Just the signal, not the noise

Hello 8bit'ers,

All work and no play makes Jack a dull boy. And since today is finally Friday again, there is a whole weekend ahead of us, where you can devote yourself to the pleasure again. Accordingly, our fun section this week is a bit more pronounced and comes completely without videos.

Of course there are articles waiting and a few things happened last week. On Ebay, an Apple 1 is looking for a new owner. It will be interesting to see where the price goes. 🫣 Also, the brilliant Sam Zeloof is looking for Funding right now. Maybe you know someone who knows someone.

A few more retro-related things also happened. Details below.

Enjoy Issue #52.


Z80 Testing

Z80 Testing
Imagesource: https://mitsi.com/

The name Mostek might be known to you. Back in the days this company was one of the manufacturers of integrated circuits. Founded in 1969 and existing until 1985, Mostek is especially known for having invented DRAM and dominating the RAM market until the end of the 70s.

After a little bit of back and forth the company was shut down in 1985. But one fact is still interesting. Pretty much every Z80 CPU built in the 80s was tested at Mostek.

An unfortunately unknown author at Micro Technology Services Inc. has now crystalized this piece of history in black letters on a white RGB background, and gives us insights into how the Z80 but also DRAM and ROM chips were tested at that time with the help of a Fairchild Sentry 610 test system.

A piece of history and of course a piece of nostalgia. Nice to read.

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The ATARI Years

The ATARI Years
Imagesource: Unknown Author - Wikipedia

Chris Crawford is a game designer and programmer who should be familiar to some. Chris was responsible for a number of Atari, Mac and C64 games, particularly in the 80s.

Remarkably, his website, which dates back to 1996, can already be considered retro. But Chris keeps publishing small masterpieces, even if he rather enjoys his free time nowadays.

In his essay The ATARI Years Chris goes through his memories of the 80s, the collapsing video game industry, and the subsequent, somewhat more conservative rebuilding.

Quite interesting, definitely reading material for a few quiet minutes.

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The Xerox Parc Story

The Xerox Parc Story
Imagesource: https://spectrum.ieee.org/

Xerox Parc, set up as a research center by Xerox in 1970, played several decisive roles in the digital revolution of the last 50 years. Xerox itself was never able to bring crucial technologies to fruition, but the concept of the mouse, the Ethernet protocol, antialiasing and the first graphical user interface, among others, were developed there.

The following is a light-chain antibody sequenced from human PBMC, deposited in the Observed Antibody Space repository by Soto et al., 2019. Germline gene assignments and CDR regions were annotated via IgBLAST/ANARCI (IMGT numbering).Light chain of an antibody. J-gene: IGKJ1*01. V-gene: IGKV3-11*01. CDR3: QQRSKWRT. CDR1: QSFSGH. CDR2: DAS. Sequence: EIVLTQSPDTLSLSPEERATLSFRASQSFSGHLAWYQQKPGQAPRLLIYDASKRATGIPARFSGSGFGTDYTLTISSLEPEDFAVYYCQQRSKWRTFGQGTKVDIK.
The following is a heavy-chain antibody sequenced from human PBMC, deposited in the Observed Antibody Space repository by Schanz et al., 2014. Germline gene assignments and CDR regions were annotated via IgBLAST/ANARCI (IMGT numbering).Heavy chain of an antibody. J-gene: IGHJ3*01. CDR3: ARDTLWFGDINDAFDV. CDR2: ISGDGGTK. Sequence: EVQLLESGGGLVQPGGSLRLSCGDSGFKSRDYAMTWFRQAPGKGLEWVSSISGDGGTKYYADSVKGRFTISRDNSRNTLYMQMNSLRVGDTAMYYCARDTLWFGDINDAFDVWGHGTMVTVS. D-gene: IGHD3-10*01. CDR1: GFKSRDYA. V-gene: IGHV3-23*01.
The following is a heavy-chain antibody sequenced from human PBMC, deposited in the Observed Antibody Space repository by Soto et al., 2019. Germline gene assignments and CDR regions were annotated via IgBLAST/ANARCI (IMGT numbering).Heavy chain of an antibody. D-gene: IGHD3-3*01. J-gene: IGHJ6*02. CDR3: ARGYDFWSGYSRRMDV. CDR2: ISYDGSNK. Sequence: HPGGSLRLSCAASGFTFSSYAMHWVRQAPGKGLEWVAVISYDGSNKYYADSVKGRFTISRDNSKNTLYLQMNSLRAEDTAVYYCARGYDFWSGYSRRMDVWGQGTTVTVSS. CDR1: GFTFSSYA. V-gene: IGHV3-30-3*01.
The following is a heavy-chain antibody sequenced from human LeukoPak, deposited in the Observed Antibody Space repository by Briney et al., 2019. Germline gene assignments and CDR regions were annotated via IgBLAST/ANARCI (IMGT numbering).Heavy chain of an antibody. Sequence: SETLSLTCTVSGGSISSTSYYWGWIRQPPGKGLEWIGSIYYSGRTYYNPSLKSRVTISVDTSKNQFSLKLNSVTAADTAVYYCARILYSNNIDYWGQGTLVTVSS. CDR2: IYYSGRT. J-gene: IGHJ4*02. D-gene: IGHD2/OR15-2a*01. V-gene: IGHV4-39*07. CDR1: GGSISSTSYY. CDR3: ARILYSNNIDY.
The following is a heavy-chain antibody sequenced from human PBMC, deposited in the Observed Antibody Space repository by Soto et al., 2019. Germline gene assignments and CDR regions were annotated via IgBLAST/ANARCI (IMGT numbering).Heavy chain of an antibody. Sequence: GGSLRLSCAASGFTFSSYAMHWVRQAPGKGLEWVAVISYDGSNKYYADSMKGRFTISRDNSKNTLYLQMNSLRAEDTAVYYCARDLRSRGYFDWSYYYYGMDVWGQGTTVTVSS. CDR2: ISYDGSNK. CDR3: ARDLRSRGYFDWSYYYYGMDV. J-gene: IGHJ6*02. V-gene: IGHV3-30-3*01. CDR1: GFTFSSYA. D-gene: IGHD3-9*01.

In their usual detailed and professionally researched manner Tekla Perry and Paul Wallich have dedicated themselves to the history of Xerox Parc and written a wonderful article that takes its time to read.

For good reasons.

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Mega65 Review

MEGA65 - Review
Imagesource: https://mega65.org/

The first Mega65 machines of the first batch have been delivered. Reviews start to slowly pile up on Youtube and in the interwebs. And if you are still waiting for your machine, or if you want to have a look at what Commodore should have released, you will find some seriously good reading material in the following.

Epsilon has taken a lot of time and not only put the Mega65 through its paces. In his super detailed review you can find 111 high quality and high resolution pictures of the machine and software.

If that doesn't whet your appetite…

Unfortunately, the price of the Mega65 is a bit of a chicken-and-egg problem. As long as there aren't enough buyers, the price of the machine won't drop significantly. And until the price comes down, the machine is just too expensive for many. 😔

But there are alternatives. One of them is to build your own Mega65 based on a Nexys4 FPGA. Steven Combs helped with his walkthrough.

Let's hope for the best.

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Open Circuits

Open Circuits
Imagesource: https://nostarch.com/

Eric Schlaepfer better known to some by his Twitter pseudonym Tube Time, has just published his latest book together with Windell Oskay

Voila, Open Circuits

And when the man says open, he means open! Eric and Windell sawed open, polished, photographed and documented countless electronic components.

The result is more than worth seeing. The pictures alone are worth the price of the book. Additional explanations and graphics give an almost perfect insight into the inner workings of the little gizmos, which otherwise only ever come across as puzzle pieces covered in ceramic or plastic. Fantastic book. 📙